After having spent the last five weeks blogging about about algorithmic culture, I figured both you and I deserved a change of pace.  I’d like to share some new research of mine that was just published in a free, Open Access periodical called The International Journal of Communication

My piece is called “The Visible College.”  It addresses the many ways in which the form of scholarly publications — especially that of journal articles — obscures the density of the collaboration typical of academic authorship in the humanities.  Here’s the first line: “Authorship may have died at the hands of a French philosopher drunk on Balzac, but it returned a few months later, by accident, when an American social psychologist turned people’s attention skyward.”  Intrigued?

My essay appears as part of a featured section on the politics of academic labor in the discipline of communication.  The forum is edited by my good friend and colleague, Jonathan Sterne.  His introductory essay is a must-read for anyone in the field — and, for that matter, anyone who receives a paycheck for performing academic labor.  (Well, maybe not my colleagues in the Business School….)  Indeed it’s a wonderful, programmatic piece outlining how people in universities can make substantive change there, both individually and collectively.  The section includes contributions from: Thomas A. Discenna; Toby Miller; Michael Griffin; Victor Pickard; Carol Stabile; Fernando P. Delgado; Amy Pason; Kathleen F. McConnell; Sarah Banet-Weiser and Alexandra Juhasz; Ira Wagman and Michael Z. Newman; Mark Hayward; Jayson Harsin; Kembrew McLeod; Joel Saxe; Michelle Rodino-Colocino; and two anonymous authors.  Most of the essays are on the short side, so you can enjoy the forum in tasty, snack-sized chunks.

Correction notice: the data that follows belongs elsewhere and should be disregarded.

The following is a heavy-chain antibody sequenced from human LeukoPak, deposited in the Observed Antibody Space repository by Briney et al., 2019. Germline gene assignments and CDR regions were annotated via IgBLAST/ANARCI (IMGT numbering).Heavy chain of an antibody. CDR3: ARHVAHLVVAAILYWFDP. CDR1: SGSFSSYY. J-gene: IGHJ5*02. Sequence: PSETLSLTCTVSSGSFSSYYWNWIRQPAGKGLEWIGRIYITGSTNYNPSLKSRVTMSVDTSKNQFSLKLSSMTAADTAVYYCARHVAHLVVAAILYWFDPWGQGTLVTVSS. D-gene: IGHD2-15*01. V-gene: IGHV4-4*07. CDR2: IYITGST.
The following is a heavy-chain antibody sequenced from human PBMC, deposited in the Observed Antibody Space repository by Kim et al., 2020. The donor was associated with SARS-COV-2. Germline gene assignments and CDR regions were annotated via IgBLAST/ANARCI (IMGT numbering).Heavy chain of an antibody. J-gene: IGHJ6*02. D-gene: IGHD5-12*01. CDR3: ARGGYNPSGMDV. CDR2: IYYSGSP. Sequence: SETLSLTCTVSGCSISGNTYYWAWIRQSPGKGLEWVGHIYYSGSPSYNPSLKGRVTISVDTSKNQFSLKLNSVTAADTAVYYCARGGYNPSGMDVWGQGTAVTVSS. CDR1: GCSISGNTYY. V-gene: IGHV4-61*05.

My own piece presented me with a paradox.  Here I was, writing about how academic journal articles do a lousy job of representing all the labor that goes into them — in the form of an academic journal article!  (At least it’s a Creative Commons-licensed, Open Access one.)  Needless to say, I couldn’t leave it at that.  I decided to create a dossier of materials relating to the production of the essay, which I’ve archived on another of my websites, The Differences and Repetitions Wiki (D&RW).  The dossier includes all of my email exchanges with Jonathan Sterne, along with several early drafts of the piece.  It’s astonishing to see just how much “The Visible College” changed as a result of my dialogue with Jonathan.  It’s also astonishing to see, then, just how much of the story of academic production gets left out of that slim sliver of “thank-yous” we call the acknowledgments.

“The Visible College Dossier” is still a fairly crude instrument, admittedly.  It’s an experiment — one among several others hosted on D&RW in which I try to tinker with the form and content of scholarly writing.  I’d welcome your feedback on this or any other of my experiments, not to mention “The Visible College.”

Enjoy — and happy Halloween!  Speaking of which, if you’re looking for something book related and Halloween-y, check out my blog post from a few years ago on the topic of anthropodermic bibliopegy.

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Ambivalently Scribd

You may remember back in March my announcing that The Late Age of Print was available on the document sharing site, Scribd. I was excited to see it there for many reasons, chief among them the Creative Commons license I’d negotiated with my publisher, Columbia University Press, which provides for the free circulation and transformation of the electronic edition of Late Age. The book’s presence on Scribd was, for me, evidence of the CC license really working. I was also excited by Scribd’s mobile features, which meant, at least in theory, that the e-book version of Late Age might enjoy some uptake on one or more of the popular e-reading systems I often write about here.